In Elango’s case, his friends helped him realise his unhealthy obsession with his body in the wake of his weight loss. Ferguson said it’s important to be that kind of friend too. “If someone you know starts to obsessively discuss their body image, change the subject. We want individuals to move away from these discussions, so this may mean you have to correct others or help them focus on more meaningful topics of conversation.”


An important step to understanding and adopting the world of body neutrality is also being truly honest with oneself. 

“Body neutrality doesn’t mean being overly positive; it means being honest,” said Ferguson. “So, if you dislike something, that’s okay too – as long as that dislike doesn’t consume you or become a preoccupation that impacts your behaviour.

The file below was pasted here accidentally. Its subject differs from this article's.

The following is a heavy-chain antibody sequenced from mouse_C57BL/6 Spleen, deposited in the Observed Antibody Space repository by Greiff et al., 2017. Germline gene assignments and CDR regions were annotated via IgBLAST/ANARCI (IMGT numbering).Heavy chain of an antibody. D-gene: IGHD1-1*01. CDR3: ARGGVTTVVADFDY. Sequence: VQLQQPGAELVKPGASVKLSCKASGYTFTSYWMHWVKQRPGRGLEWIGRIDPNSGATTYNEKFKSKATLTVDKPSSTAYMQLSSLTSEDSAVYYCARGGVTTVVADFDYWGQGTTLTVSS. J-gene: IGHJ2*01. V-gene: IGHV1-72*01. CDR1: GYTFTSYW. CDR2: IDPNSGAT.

Mohini Srishati, a lifestyle coach, told VICE that body neutrality is always our default setting when we are born – we weren’t ashamed of our bodies, we accepted who we were as children, but then, external insecurities crept in. 

“The concept of what is ugly or good about our bodies is learned from our parents and others; we are not born with it,” she said. 

But Srishati also clarified that body neutrality is not a free pass to not care about one’s body or actively work towards doing stuff that make you feel good. 

“We must understand the intention behind being fit,” she said. “So, I need to introspect on whether I'm cycling and swimming because I genuinely feel energised, or if it’s because my friend told me I need to have a slimmer waist. Body neutrality is also about eliminating that external need.”